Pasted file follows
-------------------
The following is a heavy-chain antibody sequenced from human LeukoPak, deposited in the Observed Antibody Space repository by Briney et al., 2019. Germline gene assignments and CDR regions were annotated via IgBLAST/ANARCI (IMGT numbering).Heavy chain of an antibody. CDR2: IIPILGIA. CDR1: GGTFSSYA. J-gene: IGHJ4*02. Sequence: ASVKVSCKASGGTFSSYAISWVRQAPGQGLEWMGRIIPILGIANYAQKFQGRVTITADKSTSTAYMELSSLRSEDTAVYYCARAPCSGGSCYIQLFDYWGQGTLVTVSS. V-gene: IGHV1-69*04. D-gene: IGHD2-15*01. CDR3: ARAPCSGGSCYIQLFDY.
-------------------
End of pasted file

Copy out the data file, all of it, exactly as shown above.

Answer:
The following is a heavy-chain antibody sequenced from human LeukoPak, deposited in the Observed Antibody Space repository by Briney et al., 2019. Germline gene assignments and CDR regions were annotated via IgBLAST/ANARCI (IMGT numbering).Heavy chain of an antibody. CDR2: IIPILGIA. CDR1: GGTFSSYA. J-gene: IGHJ4*02. Sequence: ASVKVSCKASGGTFSSYAISWVRQAPGQGLEWMGRIIPILGIANYAQKFQGRVTITADKSTSTAYMELSSLRSEDTAVYYCARAPCSGGSCYIQLFDYWGQGTLVTVSS. V-gene: IGHV1-69*04. D-gene: IGHD2-15*01. CDR3: ARAPCSGGSCYIQLFDY.